Dante, it’s really amazing that you are doing this. I know that you have always been interested in working on humanitarian efforts in Haiti even before this earthquake occurred. Don’t be discouraged as you are keeping hope alive. I applaud your initiative and selflessness.  – Dionne Toussaint

Max’s Haiti Earthquake Response Fundraiser
Max was born and raised in Haiti, and after learning of the catastrophic earthquake stepped up and created a fundraiser with Mercy Corp to deliver the much needed shelter, basic supplies (food, clean water) and medical assistance to the over 3 million Haitians directly affected.


Max, thank you for organizing this. My thoughts and prayers are with you and your family during these difficult times. – Courtney (and Dave) Mangus
Hello, Max I don’t know you personally, but your story touched me. I pray that all will be well with your family and community in Haiti. Thank you for creating this page – Gillian Grannum
Hey buddy, I am so sorry to hear about all the devastation in your country – you and your family will be with my thoughts and prayers. Cheers to you for helping in the recovery.- Chirayu Patel
Thank you for taking on the challenge of fundraising for the developing humanitarian crisis in Haiti, Max. Keep us updated on your family’s situation. – Elizabeth Clark
All the Best for this noble Initiative. – Mira Patel

Allison Savage-Cairns’s Challenge
Allison Savage-Cairn went a very creative route with her fundraiser for Haiti. She challenged her friends and family to donate an equal amount to Mercy Corps that they spent that day on something for themselves. She went onto to say:

“It doesn’t need to be much…maybe the amount you spent on your morning capuccino or the tank of gas you put in your car. I think we can get to $5,000. And to get this started, I purchased a gown today for an upcoming business conference’s black tie dinner for $488. And we’re off…”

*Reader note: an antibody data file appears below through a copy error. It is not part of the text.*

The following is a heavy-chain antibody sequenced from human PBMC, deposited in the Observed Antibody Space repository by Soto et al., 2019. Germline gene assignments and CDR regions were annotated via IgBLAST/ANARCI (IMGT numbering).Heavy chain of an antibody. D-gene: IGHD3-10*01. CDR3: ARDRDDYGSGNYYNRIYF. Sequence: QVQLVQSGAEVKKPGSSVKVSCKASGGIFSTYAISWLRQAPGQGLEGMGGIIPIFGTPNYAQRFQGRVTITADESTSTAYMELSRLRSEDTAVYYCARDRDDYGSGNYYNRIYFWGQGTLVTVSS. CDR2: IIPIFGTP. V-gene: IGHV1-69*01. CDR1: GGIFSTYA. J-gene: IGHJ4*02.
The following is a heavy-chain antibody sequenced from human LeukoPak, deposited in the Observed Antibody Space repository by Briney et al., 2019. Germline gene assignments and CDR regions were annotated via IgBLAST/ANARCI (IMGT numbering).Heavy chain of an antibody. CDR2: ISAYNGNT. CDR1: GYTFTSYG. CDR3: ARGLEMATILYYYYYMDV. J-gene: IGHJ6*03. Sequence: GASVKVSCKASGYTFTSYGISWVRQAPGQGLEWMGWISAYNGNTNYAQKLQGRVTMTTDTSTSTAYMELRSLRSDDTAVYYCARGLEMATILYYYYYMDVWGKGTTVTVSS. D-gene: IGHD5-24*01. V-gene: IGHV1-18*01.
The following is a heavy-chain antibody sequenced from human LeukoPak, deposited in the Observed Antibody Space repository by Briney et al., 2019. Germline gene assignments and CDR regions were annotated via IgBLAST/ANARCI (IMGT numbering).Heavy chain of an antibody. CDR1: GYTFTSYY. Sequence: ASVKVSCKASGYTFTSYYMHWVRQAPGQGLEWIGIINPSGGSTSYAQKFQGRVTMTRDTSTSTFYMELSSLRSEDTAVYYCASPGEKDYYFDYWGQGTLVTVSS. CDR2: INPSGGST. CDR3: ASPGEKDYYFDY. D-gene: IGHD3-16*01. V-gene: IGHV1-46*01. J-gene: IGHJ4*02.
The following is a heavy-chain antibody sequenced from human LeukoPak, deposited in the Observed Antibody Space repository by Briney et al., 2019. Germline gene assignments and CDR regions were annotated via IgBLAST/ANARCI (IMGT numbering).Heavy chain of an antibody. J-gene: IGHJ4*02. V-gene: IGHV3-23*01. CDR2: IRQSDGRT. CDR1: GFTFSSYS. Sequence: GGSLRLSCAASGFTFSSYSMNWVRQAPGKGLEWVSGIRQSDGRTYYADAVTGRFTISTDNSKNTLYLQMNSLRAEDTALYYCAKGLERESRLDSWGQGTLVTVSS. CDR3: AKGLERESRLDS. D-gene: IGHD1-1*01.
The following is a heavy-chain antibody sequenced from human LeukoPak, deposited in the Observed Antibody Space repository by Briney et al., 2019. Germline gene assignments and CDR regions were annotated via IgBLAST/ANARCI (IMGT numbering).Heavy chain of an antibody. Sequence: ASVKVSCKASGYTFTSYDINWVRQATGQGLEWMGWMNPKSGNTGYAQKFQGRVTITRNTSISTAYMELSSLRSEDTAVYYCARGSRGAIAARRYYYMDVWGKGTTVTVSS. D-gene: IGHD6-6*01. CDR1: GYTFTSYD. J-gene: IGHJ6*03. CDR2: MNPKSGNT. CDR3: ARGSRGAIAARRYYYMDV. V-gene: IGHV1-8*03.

The commentary in response to her request altruistic frugality was moving, interesting, and at times, comical (see the last entry about the gift card from Santa):

Amount I spent on new business cards to launch my new interior decorating business. – Georgina Martin

Great idea Allison, and thanks to Diane for the link on Facebook! – Martha Mcclure

I am donating today because I have a warm house, a fridge full of food, and I can wrap my arms around my loved ones. I wish the same were true of those in Haiti, and hope Mercy Corps can alleviate some of their suffering. – SuEllen Benson

Thursday: $240.00 for a renewal of my Tele Aid device in my car. -Allison Savage-Cairns

Cam Worland ~ This week’s allowance. – Shawn Worland

Grocery store today, 44,000 colones, about $77. – Jean Rogers

$7.00 from my gift card from Santa. – Sophia Cairns

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Impressed with the average "American" response

As the reality of the quake and its devastation sank into my heart and mind, a deep feeling of dread took over. What if America and the world over sits back and fails to get involved. It has happened before on America’s own soil with Katrina — what hope does the often forgotten “other side” of the island of Hispaniola have?

I began to surf from channel to channel for anything evidencing a commitment by the US, and its citizens to plight of the Haitian people. In my cynical and panicked mind’s eye, I envisioned sporadic coverage and a lack of national focus despite the catastrophic nature of the quake. Instead, every channel and every news site was fully dedicated to not only what had happened, but also what the individual American could and should do to help the people of Haiti. There was a palpable level of advocacy and pro-activism that was missing in the wake of Katrina.

It was as if the failings of the past had somehow galvanized this surge of support and feelings of individual responsibility. The question now becomes how long will this surge of support and strength of focus remain in the forefront of the hearts and minds of the American people and the world over. As the old adage rings true ‘Time will tell…”

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How bad is the destruction?

Tuesday afternoon, January 12th, the worst earthquake in 200 years – 7.0 in magnitude – struck less than ten miles from the Caribbean city of Port-au-Prince, Haiti. The initial quake was later followed by twelve aftershocks greater than magnitude 5.0. Structures of all kinds were damaged or collapsed, from shantytown homes to national landmarks to the presidential palace as seen above via Google Earth.

Despite it being very early in the emergency recovery effort, millions (i.e., Port-au-Prince housed more than 3 million residents) are likely displaced, with multiple thousands feared dead as rescue teams from all over the world converge on Haiti.